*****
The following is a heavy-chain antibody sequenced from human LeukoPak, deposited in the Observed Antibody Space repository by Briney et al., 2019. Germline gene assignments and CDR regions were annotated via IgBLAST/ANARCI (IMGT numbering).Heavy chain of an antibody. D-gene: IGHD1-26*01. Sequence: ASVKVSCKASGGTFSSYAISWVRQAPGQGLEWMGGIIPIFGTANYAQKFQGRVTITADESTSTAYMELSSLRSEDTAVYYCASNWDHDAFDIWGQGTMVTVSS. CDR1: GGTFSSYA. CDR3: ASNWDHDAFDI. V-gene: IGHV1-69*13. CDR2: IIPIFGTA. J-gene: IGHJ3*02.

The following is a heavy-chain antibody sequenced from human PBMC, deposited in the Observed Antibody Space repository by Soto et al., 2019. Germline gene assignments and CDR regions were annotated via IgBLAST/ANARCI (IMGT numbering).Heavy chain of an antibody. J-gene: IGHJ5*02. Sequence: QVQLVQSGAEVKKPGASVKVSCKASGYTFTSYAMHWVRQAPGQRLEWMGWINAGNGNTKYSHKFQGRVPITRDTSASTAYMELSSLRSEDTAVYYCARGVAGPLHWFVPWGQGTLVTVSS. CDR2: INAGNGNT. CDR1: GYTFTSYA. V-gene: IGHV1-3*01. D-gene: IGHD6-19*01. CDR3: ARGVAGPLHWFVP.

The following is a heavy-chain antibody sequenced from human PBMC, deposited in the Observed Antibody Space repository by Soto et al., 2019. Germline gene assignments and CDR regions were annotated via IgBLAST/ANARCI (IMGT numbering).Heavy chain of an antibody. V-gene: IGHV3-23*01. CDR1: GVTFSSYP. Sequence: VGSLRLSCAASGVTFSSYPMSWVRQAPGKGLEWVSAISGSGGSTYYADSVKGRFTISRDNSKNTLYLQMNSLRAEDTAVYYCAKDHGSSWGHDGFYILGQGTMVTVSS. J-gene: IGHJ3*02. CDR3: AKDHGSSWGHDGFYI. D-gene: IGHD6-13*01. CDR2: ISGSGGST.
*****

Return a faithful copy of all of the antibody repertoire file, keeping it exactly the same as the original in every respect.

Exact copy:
The following is a heavy-chain antibody sequenced from human LeukoPak, deposited in the Observed Antibody Space repository by Briney et al., 2019. Germline gene assignments and CDR regions were annotated via IgBLAST/ANARCI (IMGT numbering).Heavy chain of an antibody. D-gene: IGHD1-26*01. Sequence: ASVKVSCKASGGTFSSYAISWVRQAPGQGLEWMGGIIPIFGTANYAQKFQGRVTITADESTSTAYMELSSLRSEDTAVYYCASNWDHDAFDIWGQGTMVTVSS. CDR1: GGTFSSYA. CDR3: ASNWDHDAFDI. V-gene: IGHV1-69*13. CDR2: IIPIFGTA. J-gene: IGHJ3*02.

The following is a heavy-chain antibody sequenced from human PBMC, deposited in the Observed Antibody Space repository by Soto et al., 2019. Germline gene assignments and CDR regions were annotated via IgBLAST/ANARCI (IMGT numbering).Heavy chain of an antibody. J-gene: IGHJ5*02. Sequence: QVQLVQSGAEVKKPGASVKVSCKASGYTFTSYAMHWVRQAPGQRLEWMGWINAGNGNTKYSHKFQGRVPITRDTSASTAYMELSSLRSEDTAVYYCARGVAGPLHWFVPWGQGTLVTVSS. CDR2: INAGNGNT. CDR1: GYTFTSYA. V-gene: IGHV1-3*01. D-gene: IGHD6-19*01. CDR3: ARGVAGPLHWFVP.

The following is a heavy-chain antibody sequenced from human PBMC, deposited in the Observed Antibody Space repository by Soto et al., 2019. Germline gene assignments and CDR regions were annotated via IgBLAST/ANARCI (IMGT numbering).Heavy chain of an antibody. V-gene: IGHV3-23*01. CDR1: GVTFSSYP. Sequence: VGSLRLSCAASGVTFSSYPMSWVRQAPGKGLEWVSAISGSGGSTYYADSVKGRFTISRDNSKNTLYLQMNSLRAEDTAVYYCAKDHGSSWGHDGFYILGQGTMVTVSS. J-gene: IGHJ3*02. CDR3: AKDHGSSWGHDGFYI. D-gene: IGHD6-13*01. CDR2: ISGSGGST.